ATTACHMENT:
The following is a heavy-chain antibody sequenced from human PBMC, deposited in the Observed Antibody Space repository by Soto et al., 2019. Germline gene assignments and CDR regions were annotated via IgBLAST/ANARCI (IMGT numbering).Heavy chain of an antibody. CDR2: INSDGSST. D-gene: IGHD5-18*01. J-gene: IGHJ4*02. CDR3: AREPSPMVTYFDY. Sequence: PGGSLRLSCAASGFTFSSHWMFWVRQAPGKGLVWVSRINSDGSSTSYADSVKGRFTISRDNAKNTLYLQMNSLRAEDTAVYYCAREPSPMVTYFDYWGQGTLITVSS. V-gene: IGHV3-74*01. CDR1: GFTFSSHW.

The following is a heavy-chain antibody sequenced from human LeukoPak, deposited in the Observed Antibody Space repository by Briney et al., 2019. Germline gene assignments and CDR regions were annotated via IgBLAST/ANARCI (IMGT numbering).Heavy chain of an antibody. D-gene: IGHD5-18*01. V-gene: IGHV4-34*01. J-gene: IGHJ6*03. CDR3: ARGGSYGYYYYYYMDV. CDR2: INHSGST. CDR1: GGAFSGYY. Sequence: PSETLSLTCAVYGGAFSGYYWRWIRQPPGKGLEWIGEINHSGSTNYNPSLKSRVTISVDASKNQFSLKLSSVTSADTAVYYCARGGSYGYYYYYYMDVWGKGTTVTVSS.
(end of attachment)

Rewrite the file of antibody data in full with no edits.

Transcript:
The following is a heavy-chain antibody sequenced from human PBMC, deposited in the Observed Antibody Space repository by Soto et al., 2019. Germline gene assignments and CDR regions were annotated via IgBLAST/ANARCI (IMGT numbering).Heavy chain of an antibody. CDR2: INSDGSST. D-gene: IGHD5-18*01. J-gene: IGHJ4*02. CDR3: AREPSPMVTYFDY. Sequence: PGGSLRLSCAASGFTFSSHWMFWVRQAPGKGLVWVSRINSDGSSTSYADSVKGRFTISRDNAKNTLYLQMNSLRAEDTAVYYCAREPSPMVTYFDYWGQGTLITVSS. V-gene: IGHV3-74*01. CDR1: GFTFSSHW.

The following is a heavy-chain antibody sequenced from human LeukoPak, deposited in the Observed Antibody Space repository by Briney et al., 2019. Germline gene assignments and CDR regions were annotated via IgBLAST/ANARCI (IMGT numbering).Heavy chain of an antibody. D-gene: IGHD5-18*01. V-gene: IGHV4-34*01. J-gene: IGHJ6*03. CDR3: ARGGSYGYYYYYYMDV. CDR2: INHSGST. CDR1: GGAFSGYY. Sequence: PSETLSLTCAVYGGAFSGYYWRWIRQPPGKGLEWIGEINHSGSTNYNPSLKSRVTISVDASKNQFSLKLSSVTSADTAVYYCARGGSYGYYYYYYMDVWGKGTTVTVSS.